BRIAGdAMfYhc7UtApGGzVBsObAgmzTWZYtCTUfqZ88" /> Understanding ICMP Types - ChicagoMode: Latest Information, News, Trends & Tips

Understanding ICMP types is an essential step in troubleshooting network issues. ICMP is stationed at the network layer of the TCP/IP protocol stack and is used by popular services such as traceroute and ping.

ICMP packets include a type field that tells you what kind of notification the packet is. There is also a code field that provides further information about the packet.

Type 1: Destination Unreachable

ICMP is the Internet Control Message Protocol, closely tied to the Internet Protocol (IP). ICMP runs at Layer 4, although many argue it doesn’t have its level in the OSI model since its messages are carried within IP packets.

For example, a colossal data packet might be too large for a router to handle; in that case, the router discards the packet and sends an ICMP message to the original device that sent it. ICMP also facilitates the ping utility, which tests network performance and connectivity.

An ICMP message contains a Type field and an 8-bit Code field. The Type field defines the message type; the Code field identifies what went wrong with the message. Learning ICMP types and codes is essential. ICMP relays information about data that did not arrive or arrived in the wrong order. It is similar to the communication between a carpenter building a house and the home improvement store, which provides studs, floorboards, roof materials, and insulation.

Type 2: Destination Access Denied

The most common use of ICMP is error reporting between network devices. For example, if a router detects that it is receiving data packets too fast, it can send a source quench message to the source of those packets, asking it to slow down.

Another good use of ICMP is to help make routing more efficient. Suppose a router knows that a host on one of its local networks is having trouble communicating with its host’s gateway. In that case, it can send a redirect message to the host, telling it to use a different router to reach its destination. Unlike TCP, which uses connection-oriented processes to transfer data, ICMP is stationed at the Internet Layer and doesn’t allow the device to open a handshake with the device receiving the message. Instead, ICMP uses a variable-length header to encapsulate its information, with an 8-bit type field and an 8-bit code field.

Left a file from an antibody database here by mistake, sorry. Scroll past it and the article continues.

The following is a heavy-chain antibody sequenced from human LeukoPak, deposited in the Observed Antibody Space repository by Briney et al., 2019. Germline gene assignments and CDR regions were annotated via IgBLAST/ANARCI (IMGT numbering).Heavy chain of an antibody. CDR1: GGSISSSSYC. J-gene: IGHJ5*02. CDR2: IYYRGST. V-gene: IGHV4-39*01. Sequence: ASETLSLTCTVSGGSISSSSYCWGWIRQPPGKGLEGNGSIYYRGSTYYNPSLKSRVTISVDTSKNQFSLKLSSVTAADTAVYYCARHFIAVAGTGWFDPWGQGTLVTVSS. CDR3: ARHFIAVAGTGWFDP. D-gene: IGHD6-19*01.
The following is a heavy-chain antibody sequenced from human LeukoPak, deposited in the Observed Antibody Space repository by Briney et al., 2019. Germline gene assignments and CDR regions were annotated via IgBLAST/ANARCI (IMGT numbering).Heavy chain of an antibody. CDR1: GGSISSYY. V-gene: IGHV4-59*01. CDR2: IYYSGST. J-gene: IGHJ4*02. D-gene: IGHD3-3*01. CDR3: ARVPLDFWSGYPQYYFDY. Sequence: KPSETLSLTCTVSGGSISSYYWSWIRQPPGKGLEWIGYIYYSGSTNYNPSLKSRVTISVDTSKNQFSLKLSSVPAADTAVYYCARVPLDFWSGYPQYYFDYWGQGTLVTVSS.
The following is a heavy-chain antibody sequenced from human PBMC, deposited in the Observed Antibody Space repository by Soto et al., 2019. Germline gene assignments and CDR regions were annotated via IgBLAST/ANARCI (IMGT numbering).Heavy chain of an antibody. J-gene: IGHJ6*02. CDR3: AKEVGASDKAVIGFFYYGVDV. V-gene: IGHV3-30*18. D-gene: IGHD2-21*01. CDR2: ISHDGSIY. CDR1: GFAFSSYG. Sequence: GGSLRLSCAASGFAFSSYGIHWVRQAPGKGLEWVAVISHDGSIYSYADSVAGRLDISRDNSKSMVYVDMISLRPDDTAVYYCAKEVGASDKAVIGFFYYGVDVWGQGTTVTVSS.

Type 3: Destination Unreachable

ICMP error messages come in different forms, and the first 8 bits of an ICMP packet header tell you what type of message it is. ICMP parameters act like shipping labels for IP packets so that network tools and protocols can understand the errors they are seeing and how to respond.

As the name suggests, ICMP Destination Unreachable messages are returned to the sender when the network does not reach the destination host. This can happen for many reasons, such as the receiver being down, the wrong destination address, or a router not knowing how to reach the destination network.

The Destination Unreachable error message is an ICMP packet that begins with type 3 and one of the 16 unique codes. One such code is code 3, meaning the host is not listening on a particular port.

Type 4: Time-To-Live Exceeded

The Internet Control Message Protocol exists at the Internet Layer, so it does not exist inside data-carrying IP packets. It performs several essential functions, including router advertisement and path MTU discovery.

Unlike TCP and UDP, which require devices to establish connections with each other before sending messages, ICMP is connectionless. It enables network administrators to similarly send error information or updates to other devices.

Type 5: Time-To-Live Invalid

The ICMP header contains two fields determining the type of control message sent: a Type field and a Code field. These two fields have a total size of eight bits. The ICMP data portion contains a pointer that points to the location in the original IP packet where the problem occurred.

Because ICMP sits at the Internet Layer, it can report errors between any two devices connected through the Internet. ICMP is also useful as a diagnostic tool and can even be used to evaluate network performance.

ICMP can be used in many ways to gather information about the network, such as Echo Requests, Timestamp Requests, and Address Mask Requests. This information can then be used for determining live hosts, discovering the network’s topology, OS fingerprinting, and identifying ACLs. ACL and ICMP can be utilized to perform attacks that flood network equipment with oversized ICMP packets to attack them.

Type 6: Time-To-Live Invalid

One of the most common diagnostic tools in a network is ping, which sends an ICMP echo request to a device and waits for an ICMP echo reply. This can help identify problems with a link or network equipment. It can also be used to trace the path of a packet across a network.

An internet datagram has a time-to-live value set when sent and reduced at each point along the route. It is destroyed if the time-to-live value reaches zero before the datagram reaches its destination.

ICMP has become a favorite attack target for malicious actors looking to compromise networks and devices. 

By Grace

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